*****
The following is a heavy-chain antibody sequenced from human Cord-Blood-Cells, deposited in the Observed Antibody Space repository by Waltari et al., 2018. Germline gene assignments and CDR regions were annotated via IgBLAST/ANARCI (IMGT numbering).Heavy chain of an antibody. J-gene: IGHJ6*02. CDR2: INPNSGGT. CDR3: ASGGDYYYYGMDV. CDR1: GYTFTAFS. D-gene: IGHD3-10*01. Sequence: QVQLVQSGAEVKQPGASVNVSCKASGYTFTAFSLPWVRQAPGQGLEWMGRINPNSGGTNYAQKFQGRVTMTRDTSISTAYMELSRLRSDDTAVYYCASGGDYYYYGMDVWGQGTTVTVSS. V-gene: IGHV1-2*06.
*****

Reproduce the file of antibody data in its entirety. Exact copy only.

The following is a heavy-chain antibody sequenced from human Cord-Blood-Cells, deposited in the Observed Antibody Space repository by Waltari et al., 2018. Germline gene assignments and CDR regions were annotated via IgBLAST/ANARCI (IMGT numbering).Heavy chain of an antibody. J-gene: IGHJ6*02. CDR2: INPNSGGT. CDR3: ASGGDYYYYGMDV. CDR1: GYTFTAFS. D-gene: IGHD3-10*01. Sequence: QVQLVQSGAEVKQPGASVNVSCKASGYTFTAFSLPWVRQAPGQGLEWMGRINPNSGGTNYAQKFQGRVTMTRDTSISTAYMELSRLRSDDTAVYYCASGGDYYYYGMDVWGQGTTVTVSS. V-gene: IGHV1-2*06.